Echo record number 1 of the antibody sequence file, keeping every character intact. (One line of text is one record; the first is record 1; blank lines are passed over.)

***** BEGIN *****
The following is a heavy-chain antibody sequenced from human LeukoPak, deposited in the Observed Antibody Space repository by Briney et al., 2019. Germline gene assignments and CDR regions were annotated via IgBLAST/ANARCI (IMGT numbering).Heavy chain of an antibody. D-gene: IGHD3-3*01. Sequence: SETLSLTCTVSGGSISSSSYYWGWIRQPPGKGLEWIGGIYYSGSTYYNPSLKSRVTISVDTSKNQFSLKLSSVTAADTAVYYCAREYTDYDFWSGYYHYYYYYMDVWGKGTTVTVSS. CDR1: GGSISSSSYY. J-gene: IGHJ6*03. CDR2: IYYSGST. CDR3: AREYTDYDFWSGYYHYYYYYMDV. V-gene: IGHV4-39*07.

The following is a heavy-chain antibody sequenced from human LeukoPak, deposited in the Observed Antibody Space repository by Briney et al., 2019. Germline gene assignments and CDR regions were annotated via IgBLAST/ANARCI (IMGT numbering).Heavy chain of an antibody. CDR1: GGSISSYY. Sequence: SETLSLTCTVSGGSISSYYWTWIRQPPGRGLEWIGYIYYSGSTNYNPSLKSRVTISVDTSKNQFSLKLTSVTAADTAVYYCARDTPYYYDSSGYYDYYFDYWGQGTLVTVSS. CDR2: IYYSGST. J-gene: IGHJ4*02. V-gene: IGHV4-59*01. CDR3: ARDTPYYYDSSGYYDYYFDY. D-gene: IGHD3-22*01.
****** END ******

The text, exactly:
The following is a heavy-chain antibody sequenced from human LeukoPak, deposited in the Observed Antibody Space repository by Briney et al., 2019. Germline gene assignments and CDR regions were annotated via IgBLAST/ANARCI (IMGT numbering).Heavy chain of an antibody. D-gene: IGHD3-3*01. Sequence: SETLSLTCTVSGGSISSSSYYWGWIRQPPGKGLEWIGGIYYSGSTYYNPSLKSRVTISVDTSKNQFSLKLSSVTAADTAVYYCAREYTDYDFWSGYYHYYYYYMDVWGKGTTVTVSS. CDR1: GGSISSSSYY. J-gene: IGHJ6*03. CDR2: IYYSGST. CDR3: AREYTDYDFWSGYYHYYYYYMDV. V-gene: IGHV4-39*07.